No-name brands are an accountant’s dream – you can save heaps of money by letting someone else pioneer and build your brand. It is a contradiction in terms, and feeds off the popularity of famous brandnames and the consumer’s perception of a low price.
In an article originally published on page 11 of The Star (South Africa’s biggest daily newspaper) on August 25 2008, a columnist remarked that at a local Pick n Pay (one of the large supermarket chain stores in South Africa), several No Name brands were more expensive than their branded counterparts (up to 18% more on the specific products mentioned in the article). She added that the consumer was being led to believe that the supermarket’s store-brand products were less expensive than branded products due to non-branding and less attractive packaging. But this is often not the case.
Pick n Pay’s general manager for corporate brands commented when asked for a response to the above: “The No Name(TM) range had grown from 14 lines at its launch in 1976 to more than 500 lines now, making it the most recognised store brand in the country.
“Hundreds of entry-level brands had entered the market to compete with the success of the No Name(TM) brand,” she said, but admitted that while prices were monitored weekly to ensure that the brand still delivered value for money, “aggressive promotional activity” from retail brands and “efficient buying” by Pick n Pay meant that the No Name lines “will not always be the lowest price in store across the range”. But as part of a rebranding exercise, a new, smaller range of No Name(TM) items would be introduced by early next year (2010) “in categories that in this price position can be maintained, as per the original claims in 1976”.
House brands are propped up no-name brands that would otherwise fail. A statement – including “a unique double-your-money-back guarantee” by Raymond Ackerman (the founder and chairman of Pick n Pay) with his signature appears on every Pick n Pay No-Name brand product. (And what a mouthful “Pick n Pay No-Name(TM) Chicken Noodle Instant Soup” is.) Why go to such extraordinary lengths to assure the consumer of the product’s quality?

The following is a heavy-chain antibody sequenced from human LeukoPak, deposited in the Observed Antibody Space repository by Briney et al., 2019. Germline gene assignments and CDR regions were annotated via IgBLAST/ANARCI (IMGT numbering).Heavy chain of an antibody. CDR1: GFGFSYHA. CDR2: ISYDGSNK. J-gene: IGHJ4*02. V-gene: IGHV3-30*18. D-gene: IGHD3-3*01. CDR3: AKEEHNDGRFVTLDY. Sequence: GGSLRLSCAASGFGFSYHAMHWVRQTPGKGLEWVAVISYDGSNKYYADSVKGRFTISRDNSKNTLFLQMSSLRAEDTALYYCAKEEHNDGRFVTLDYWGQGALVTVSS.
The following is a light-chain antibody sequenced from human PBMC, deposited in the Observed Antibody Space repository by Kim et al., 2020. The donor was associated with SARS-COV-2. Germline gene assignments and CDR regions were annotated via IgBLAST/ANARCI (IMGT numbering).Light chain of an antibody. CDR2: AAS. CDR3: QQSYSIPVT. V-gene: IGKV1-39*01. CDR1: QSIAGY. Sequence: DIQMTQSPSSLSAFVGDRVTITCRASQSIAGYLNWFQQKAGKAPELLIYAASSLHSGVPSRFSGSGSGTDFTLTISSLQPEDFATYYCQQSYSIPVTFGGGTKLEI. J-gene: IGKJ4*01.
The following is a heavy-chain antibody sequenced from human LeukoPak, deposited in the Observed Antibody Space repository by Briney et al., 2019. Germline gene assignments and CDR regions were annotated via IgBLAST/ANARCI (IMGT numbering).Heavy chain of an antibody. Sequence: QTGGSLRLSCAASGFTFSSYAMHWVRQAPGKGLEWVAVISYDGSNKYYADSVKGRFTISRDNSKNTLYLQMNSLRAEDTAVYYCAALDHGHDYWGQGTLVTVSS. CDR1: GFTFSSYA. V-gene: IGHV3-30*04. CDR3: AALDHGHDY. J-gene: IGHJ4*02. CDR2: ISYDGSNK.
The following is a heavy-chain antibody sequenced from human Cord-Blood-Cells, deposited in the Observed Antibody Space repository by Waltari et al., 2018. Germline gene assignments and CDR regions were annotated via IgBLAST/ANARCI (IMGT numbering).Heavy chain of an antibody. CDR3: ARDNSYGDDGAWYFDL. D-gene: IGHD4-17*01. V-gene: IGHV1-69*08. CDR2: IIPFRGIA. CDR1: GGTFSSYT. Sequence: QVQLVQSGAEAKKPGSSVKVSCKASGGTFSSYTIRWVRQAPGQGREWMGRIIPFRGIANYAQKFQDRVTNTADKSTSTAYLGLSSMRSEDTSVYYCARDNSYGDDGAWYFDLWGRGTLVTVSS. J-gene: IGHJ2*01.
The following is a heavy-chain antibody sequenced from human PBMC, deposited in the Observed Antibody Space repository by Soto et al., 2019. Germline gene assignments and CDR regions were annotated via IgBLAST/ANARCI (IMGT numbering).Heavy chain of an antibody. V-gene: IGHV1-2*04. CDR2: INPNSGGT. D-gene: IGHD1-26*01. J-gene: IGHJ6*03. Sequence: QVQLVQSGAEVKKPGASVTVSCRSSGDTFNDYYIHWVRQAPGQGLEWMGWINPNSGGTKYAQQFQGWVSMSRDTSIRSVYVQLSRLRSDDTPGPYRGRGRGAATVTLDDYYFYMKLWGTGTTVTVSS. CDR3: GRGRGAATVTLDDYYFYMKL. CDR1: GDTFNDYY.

It also serves as an excuse for the house to blackmail the suppliers of the popular brands to supply and pack the product for them or to leverage the price. Despite claims like “making your money go further”, no-name brands are more often than not priced very similarly or are even more expensive than the popular brand counterparts. The extra margin obviously goes into the pocket of the house.
In 2009, the Ackerman clan, Raymond the “champion of consumers” and “the housewives’ friend” and two family members, were collectively worth more than US$5,4-billion (ZAR50-billion). Branded products are also frequently absent (by design I think) so a direct comparison of price and goods are not possible. No-name brands are a clever indirect and legal way of squeezing extra margin and exploiting real brands and so robbing them of the profits they are due by the retailer. The law should require that when a housebrand is on offer, its real branded counterpart should occupy the shelf space on either side.
Alexander Greyling is the Author of Face your brand! The visual language of branding explained and is one of South Africa’s top branding experts. In his eBook he provides indispensable facts and logic for creating a successful visual brandmark through his seven essential elements of a successful brandmark.
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